I am a soon to be new grad interested in doing travel nursing in 3-5 years. However, I am currently working in critical care (CNA) and plan on doing so as a RN. Do I need to switch every year and do a year of ICU, a year of M/S, a year of L&D etc? Or do I need to stick with one for the full 3-5 years. I abhor M/S and really do not want to do it when I travel anyway, but if I have to float when I travel I don't want to switch from 1-2 pt's a shift to 7 without some experience in time management. I just need to know what experience I can gather to make me well rounded enough to travel without risking my license.
Feb 14, '07
If you plan to work in ICU as a traveler then that is where you should get your professional nursing experience. Most reputable travel companies won't send you on ICU assignments unless you have at least a year of experience working in the unit. They might take you with less than a year of ICU experience if you were working in another critical care area (i.e. Stepdown). It might help to have some Med Surg experience if you are going to work in an SICU or MICU, but I don't believe it is a requirement.
However, you raise a good point about floating while on travel assignments. Invariably, when the unit census drops, travelers are usually the first to get floated out to med surg or tele. And, if you don't have your time management skills down its going to be rough going from an environment where you're used to having only 2 or 3 patients to one where you'll have 6 or more.
Just curious to know what your experience is with Med Surg, though. Have you worked as a CNA on a med surg floor? Otherwise, how do you know you don't like it?
Feb 15, '07
I currently work as a CNA (it is actually a PCA here but essentially the same thing). Unfortunately my experience with Med Surg has been pretty bad. The nurses are usually forced to take care of 7+ patients (on days when we aren't short handed), pt care is nonexistence and RN responsibilities are almost limited to passing out meds because of the overload. My main concern with Med Surg is the acuity tends to be getting worse and worse and the patient ratio remains the same. I am fearful Med Surg may cost me my license because I worry about pushing so many meds while under the strain of overwork and a devastating mistake being made or that I can't answer a phone call about v-fib etc. Also, and I do not know if this is always the case, but where I work the nurses with troubled licenses' or poor work history get pushed on to M/S because it is there only way back in at my hospital. Most importantly RN's are just miserable there. Not just peeved with their jobs but truly miserable and I don't want to have gone through school only to find myself unhappy. I hear from everyone YOU MUST DO A YEAR in M/S but I really don't want to...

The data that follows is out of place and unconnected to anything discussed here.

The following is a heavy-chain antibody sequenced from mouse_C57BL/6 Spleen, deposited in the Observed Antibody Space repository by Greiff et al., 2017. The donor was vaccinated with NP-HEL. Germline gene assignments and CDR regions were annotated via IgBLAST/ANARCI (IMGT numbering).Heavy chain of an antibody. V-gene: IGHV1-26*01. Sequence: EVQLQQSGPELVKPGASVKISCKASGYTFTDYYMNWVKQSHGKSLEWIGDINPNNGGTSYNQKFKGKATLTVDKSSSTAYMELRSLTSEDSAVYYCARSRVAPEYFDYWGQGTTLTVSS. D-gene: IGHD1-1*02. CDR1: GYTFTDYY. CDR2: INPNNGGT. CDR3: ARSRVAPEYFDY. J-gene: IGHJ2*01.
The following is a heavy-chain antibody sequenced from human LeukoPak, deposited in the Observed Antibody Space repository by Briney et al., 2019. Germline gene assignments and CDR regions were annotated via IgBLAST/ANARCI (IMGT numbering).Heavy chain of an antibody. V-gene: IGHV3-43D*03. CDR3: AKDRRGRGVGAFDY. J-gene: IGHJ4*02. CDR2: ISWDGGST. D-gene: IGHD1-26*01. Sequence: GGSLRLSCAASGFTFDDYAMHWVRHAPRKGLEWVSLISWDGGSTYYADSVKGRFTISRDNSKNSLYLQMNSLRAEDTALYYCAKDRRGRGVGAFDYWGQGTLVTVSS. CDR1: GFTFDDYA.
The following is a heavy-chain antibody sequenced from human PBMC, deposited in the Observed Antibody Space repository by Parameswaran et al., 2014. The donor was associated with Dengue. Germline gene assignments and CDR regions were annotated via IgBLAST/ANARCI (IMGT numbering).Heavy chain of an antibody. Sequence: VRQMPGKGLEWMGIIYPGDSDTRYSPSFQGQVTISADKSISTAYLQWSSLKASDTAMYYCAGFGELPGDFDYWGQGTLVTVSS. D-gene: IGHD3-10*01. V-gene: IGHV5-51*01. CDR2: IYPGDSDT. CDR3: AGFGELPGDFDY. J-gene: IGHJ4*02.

Feb 15, '07
OH and yes I worked M/S just transfering over to critical care now...spent 6 months on the floor....
Feb 16, '07
It couldn't be further from the truth that you HAVE to do M/S before going to ICU or anything else for that matter. That used to be the case, but now so many (especially large) hospitals are training new grads in all areas of ICU. If you get into a good preceptorship and critical care program, you shouldn't have any problems.
You really don't even need 3-5 years experience. 1 year is required, 2 is preferred.
Another thing, you can always put into your contract that you are only willing to float to other critical care areas, step-down units or Telemetry unit. That would cut down from taking 8 patients since these areas usually don't have more than 4:1. There are some hospitals that will say you may have to float anywhere. I have passed those assignments up as I am just not comfortable doing that. It may mean that your possibilities for hospitals or parts of the country are more limited, but generally in large hospitals, they will have 3-4 critical care areas and don't really need their ICU nurses to go to the floor.
Feb 16, '07
OkieICU is right. You don't have to do med surg nursing before going into the unit. Most people who insist on this claim that you need to get basic med surg skills down before going into a higher level of nursing practice, but I disagree. First of all, there is really nothing 'basic' about med surg nursing because it is a specialty area in itself. You are going to see the same ostomies, feeding tubes, wound care, pressure ulcers, surgical patients, etc. in the unit as you see in med surg. The main difference is that ICU patients are usually much more unstable and require closer supervision. The ICU protocols are different because the patients often require interventions and use of medications that are not permitted on other floors.
As Okie suggested, its a good idea to apply to a hospital that has a good critical care preceptorship program after you get your nursing license. After you gain a year or so of unit experience you should be just fine as a traveler. There are plenty opportunities out there for nurses, whether they're new or experienced, so there's no reason to do med surg nursing if you don't want to.
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